Best Ways to Lower the Chance of SIDS

The U.S. Food and Drug Administration (FDA) weighed in today about baby products that claim to protect babies from Sudden Infant Death Syndrome , or SIDS.

SIDS is every new parent’s worst fear—an unexplainable, mysterious disorder that causes the sudden death of children under age 1. Manufacturers have been trying to cash in on that fear by creating products marketed as being able to reduce the risk of SIDS. Now, the FDA has made an official statement about these types of products.

According to the FDA:

The best thing you can do to lower the chance of Sudden Infant Death Syndrome (SIDS) is to place your baby on his or her back to sleep, with nothing else in the crib or bassinet.

As for infant positioners, mattresses, crib bedding, pillows, crib tents, and other products that manufacturers sell to prevent SIDS:

“These products are absolutely not necessary and they can be very dangerous,” says Susan Cummins, M.D., M.P.H., chief pediatric medical officer in FDA’s Center for Devices and Radiological Health.

At least one baby dies each year because of sleep positioners. These and other products can be hazardous if the infant slides down and is trapped by wedges designed to keep them on their backs. Other common crib accessories—blankets, quilts, soft toys, and bedding—can smother babies.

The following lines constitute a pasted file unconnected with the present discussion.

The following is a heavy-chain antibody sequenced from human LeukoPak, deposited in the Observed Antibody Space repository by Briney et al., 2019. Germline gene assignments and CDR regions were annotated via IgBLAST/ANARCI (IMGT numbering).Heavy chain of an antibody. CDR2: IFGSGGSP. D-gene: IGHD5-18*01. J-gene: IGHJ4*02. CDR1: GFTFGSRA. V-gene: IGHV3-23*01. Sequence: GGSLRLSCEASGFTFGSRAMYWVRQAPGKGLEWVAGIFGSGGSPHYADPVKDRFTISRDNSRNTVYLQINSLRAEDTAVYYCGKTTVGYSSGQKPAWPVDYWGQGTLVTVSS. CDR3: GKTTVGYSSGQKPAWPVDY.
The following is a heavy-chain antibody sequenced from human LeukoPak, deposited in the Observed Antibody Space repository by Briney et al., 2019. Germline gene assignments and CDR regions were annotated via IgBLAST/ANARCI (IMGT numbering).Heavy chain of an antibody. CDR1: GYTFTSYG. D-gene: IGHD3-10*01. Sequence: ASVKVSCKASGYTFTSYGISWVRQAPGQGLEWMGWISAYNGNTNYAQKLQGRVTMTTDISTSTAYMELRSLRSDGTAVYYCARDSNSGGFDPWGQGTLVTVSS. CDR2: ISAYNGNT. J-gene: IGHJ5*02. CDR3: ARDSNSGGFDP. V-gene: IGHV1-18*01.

According to the FDA, keeping babies safe is as simple as A-B-C:

  • Alone in their own bed. Don’t keep the infant in your bed next to you and risk that the baby will be accidentally suffocated if you roll over.
  • Back to sleep—every sleep. “The safest way to put the baby to sleep is on his or her back every time,” says Cummins. “Do not put the baby on his side or on his stomach.” Since the national Back to Sleep campaign in 1994 urged parents to place babies on their backs, there has been a 60 percent reduction in SIDS, Cummins says.
  • Crib. The baby should always be placed in a crib or bassinet to sleep.

    Parents and caregivers can find more information about the risks of using over-the-counter baby products marketed with the claim that they can prevent SIDS here:  FDA baby products site

    Parents who had an infant die as the result of using these SIDS-preventing products may have a right to seeks compensation from the manufacturers. Our attorneys are available to answer your legal questions at 1-800-4-LAWMED. If you have questions, HensonFuerst has answers.

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